1151 Relation of Human microRNA in Sputum of Asthma with Influenza A Virus Infection-Induced Exacerbation

Wednesday, 14 October 2015
Hall D1 Foyer (Floor 3) (Coex Convention Center)

Ji-Na Kim , Soonchunhyang University, Asan, South Korea

Seungwoo Shin , Soonchunhyang University Bucheon Hospital, Bucheon, South Korea

Hun Soo Chang , Soonchunhyang University Bucheon Hospital, Bucheon, South Korea

Eun-Young Shim , Soonchunhyang University Bucheon Hospital, Bucheon, South Korea

Ji Ah Jun , Soonchunhyang University, Bucheon, South Korea

Hyeonju Lee , Soonchunhyang University, Bucheon, South Korea

Jong-Sook Park, MD , Division of Allergy and Respiratory Medicine, Soonchunhyang University Bucheon Hospital, Bucheon, South Korea

Choon-Sik Park, MD., PhD. , Soonchunhyang University Bucheon Hospital, Asan, South Korea

Background : Exacerbations of asthma are most frequently attributed to upper and lower airway infections by respiratory viruses such as rhinovirus and influenza viruses. Host cells protect against these virus via innate and acquired immune responses. MicroRNAs act as key regulatory molecules in complicated interaction networks between viruses and hosts. However, a few studies have been performed on miRNA related with influenza infection. The aim of this study is to search for candidate miRNAs by in silico analysis, and validate the relation of the miRNAs in sputum with exacerbation of asthma.

Methods and Materials: Information on sequences of mature human miRNAs was obtained using miRBase (http://www.mirbase.org) and applied to the whole genome sequence of influenza viruses A (http://www.ncbi.nlm.nih.gov/) by searching complementarity. Viral RNA and miRNA were extracted from sputum of exacerbated asthmatics using Viral Gene-spinΆβ kit (iNtRON Biotechnology, Seoul, Korea) and miRNeasy kits (Qiagen, CA, USA), respectively. RT-PCR and Real-time PCR were applied to the discovery of 7 respiratory viruses (adenovirus, human metapneumovirus, parainfluenza virus 1/2/3, influenza A/B virus, respiratory syncytial virus A/B and rhinovirus A) and the measurement of miRNAs, respectively.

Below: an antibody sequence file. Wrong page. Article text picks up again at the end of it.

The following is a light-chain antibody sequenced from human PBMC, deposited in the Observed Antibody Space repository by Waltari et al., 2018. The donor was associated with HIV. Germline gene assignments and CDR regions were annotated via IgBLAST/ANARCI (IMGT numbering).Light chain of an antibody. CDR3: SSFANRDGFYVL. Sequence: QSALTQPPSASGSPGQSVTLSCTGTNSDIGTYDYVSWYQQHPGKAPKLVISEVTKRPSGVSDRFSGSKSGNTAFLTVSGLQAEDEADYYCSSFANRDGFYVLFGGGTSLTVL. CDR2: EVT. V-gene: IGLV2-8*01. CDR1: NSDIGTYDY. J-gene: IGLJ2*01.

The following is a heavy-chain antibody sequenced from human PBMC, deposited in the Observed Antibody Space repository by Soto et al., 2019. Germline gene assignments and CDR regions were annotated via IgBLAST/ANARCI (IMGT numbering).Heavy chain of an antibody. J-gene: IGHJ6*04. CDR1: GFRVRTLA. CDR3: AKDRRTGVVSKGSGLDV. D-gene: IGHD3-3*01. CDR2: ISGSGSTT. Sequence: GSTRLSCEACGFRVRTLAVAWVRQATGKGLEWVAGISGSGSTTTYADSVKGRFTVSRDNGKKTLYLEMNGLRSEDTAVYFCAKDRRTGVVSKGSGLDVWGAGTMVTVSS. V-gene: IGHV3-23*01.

Results: Total 2578 human miRNAs were used for analysis. Among them, miR-23b-3p was predicted to match with 7 nucleotides in one location +1915-+1921 of polymerase basic protein 2 mRNA and to three locations +244-+251, +1446-+1453 and +1470-+1477 of haemagglutinin mRNA of influenza A. Respiratory viruses were identified in 21 patients out of total 37 patients and 5 patients were infected by influenza A virus. The levels of miR-23-3p were much lower in patients infected with influenza A and rhinovirus (n=9) than those of other virus-infected (n=7) or uninfected patients (n=16). The levels of miR-23b-3p in influenza A-infected patients were comparable with those in rhinovirus-infected subjects.

Conclusions: Down regulation of miR-23b-3p expression may be associated with infection with influenza A virus and might exert a negative regulatory activity on the influenza A virus replication.